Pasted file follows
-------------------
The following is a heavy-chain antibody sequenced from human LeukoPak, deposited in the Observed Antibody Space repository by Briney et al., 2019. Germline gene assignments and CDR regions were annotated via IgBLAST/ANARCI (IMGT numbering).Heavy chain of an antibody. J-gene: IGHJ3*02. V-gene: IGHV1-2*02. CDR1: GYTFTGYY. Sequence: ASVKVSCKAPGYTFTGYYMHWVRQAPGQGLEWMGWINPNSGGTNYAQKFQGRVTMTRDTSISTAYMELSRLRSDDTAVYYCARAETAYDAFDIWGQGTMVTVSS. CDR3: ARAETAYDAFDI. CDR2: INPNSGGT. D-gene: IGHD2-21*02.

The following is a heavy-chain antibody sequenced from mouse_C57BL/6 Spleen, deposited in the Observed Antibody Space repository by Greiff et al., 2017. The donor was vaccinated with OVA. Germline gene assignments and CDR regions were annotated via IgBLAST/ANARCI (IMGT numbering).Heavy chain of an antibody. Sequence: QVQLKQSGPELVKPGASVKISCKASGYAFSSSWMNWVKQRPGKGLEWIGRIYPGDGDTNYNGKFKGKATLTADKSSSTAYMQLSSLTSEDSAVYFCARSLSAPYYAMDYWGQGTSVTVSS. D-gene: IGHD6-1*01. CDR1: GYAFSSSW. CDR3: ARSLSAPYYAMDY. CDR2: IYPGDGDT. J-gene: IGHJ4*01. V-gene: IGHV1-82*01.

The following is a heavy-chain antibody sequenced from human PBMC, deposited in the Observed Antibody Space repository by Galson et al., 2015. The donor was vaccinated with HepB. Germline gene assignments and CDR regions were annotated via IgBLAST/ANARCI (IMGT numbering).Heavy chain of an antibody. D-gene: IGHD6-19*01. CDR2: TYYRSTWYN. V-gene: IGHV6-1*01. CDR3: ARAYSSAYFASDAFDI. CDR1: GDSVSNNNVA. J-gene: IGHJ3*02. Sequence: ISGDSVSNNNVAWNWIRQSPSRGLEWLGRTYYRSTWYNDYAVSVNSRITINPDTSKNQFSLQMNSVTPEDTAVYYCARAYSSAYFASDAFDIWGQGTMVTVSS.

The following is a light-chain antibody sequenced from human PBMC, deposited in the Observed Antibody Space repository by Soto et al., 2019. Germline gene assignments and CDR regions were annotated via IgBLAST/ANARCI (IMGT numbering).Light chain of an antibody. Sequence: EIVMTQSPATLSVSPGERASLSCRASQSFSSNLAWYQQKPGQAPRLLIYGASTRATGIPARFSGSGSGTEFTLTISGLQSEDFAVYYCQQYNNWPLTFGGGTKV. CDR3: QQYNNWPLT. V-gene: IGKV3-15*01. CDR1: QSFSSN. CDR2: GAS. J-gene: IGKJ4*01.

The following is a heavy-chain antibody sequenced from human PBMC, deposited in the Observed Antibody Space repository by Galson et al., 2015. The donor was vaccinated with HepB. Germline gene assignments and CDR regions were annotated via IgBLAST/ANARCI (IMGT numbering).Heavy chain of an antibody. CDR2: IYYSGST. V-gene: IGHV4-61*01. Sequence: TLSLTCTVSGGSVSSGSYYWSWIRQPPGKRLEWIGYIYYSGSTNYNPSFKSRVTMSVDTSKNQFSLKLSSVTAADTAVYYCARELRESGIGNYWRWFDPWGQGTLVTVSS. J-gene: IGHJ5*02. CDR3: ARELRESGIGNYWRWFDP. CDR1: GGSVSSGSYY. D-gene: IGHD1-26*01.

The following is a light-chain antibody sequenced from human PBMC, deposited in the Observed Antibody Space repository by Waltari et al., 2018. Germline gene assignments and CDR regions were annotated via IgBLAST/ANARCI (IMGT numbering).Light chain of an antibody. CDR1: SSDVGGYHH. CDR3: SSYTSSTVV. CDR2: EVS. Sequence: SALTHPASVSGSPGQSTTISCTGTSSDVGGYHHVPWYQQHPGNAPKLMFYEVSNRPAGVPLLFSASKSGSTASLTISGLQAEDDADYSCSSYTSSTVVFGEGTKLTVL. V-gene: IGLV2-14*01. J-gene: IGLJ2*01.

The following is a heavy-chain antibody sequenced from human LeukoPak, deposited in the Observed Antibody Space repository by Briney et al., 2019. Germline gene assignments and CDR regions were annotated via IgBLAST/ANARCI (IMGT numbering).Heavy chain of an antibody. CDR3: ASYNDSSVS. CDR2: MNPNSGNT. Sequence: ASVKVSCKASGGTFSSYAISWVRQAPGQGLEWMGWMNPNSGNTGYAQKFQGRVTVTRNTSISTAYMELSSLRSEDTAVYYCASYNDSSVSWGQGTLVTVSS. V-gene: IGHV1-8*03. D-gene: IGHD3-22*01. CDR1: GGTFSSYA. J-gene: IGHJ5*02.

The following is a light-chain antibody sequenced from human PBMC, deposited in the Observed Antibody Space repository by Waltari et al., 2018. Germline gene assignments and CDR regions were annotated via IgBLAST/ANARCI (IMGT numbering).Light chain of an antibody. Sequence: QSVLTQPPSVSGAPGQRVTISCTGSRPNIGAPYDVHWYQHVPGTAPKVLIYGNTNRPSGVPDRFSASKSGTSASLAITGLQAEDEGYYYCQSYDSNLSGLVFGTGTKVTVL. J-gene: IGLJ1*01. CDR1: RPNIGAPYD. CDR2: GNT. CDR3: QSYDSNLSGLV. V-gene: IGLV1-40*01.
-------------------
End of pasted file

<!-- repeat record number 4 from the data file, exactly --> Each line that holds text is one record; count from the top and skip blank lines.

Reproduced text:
The following is a light-chain antibody sequenced from human PBMC, deposited in the Observed Antibody Space repository by Soto et al., 2019. Germline gene assignments and CDR regions were annotated via IgBLAST/ANARCI (IMGT numbering).Light chain of an antibody. Sequence: EIVMTQSPATLSVSPGERASLSCRASQSFSSNLAWYQQKPGQAPRLLIYGASTRATGIPARFSGSGSGTEFTLTISGLQSEDFAVYYCQQYNNWPLTFGGGTKV. CDR3: QQYNNWPLT. V-gene: IGKV3-15*01. CDR1: QSFSSN. CDR2: GAS. J-gene: IGKJ4*01.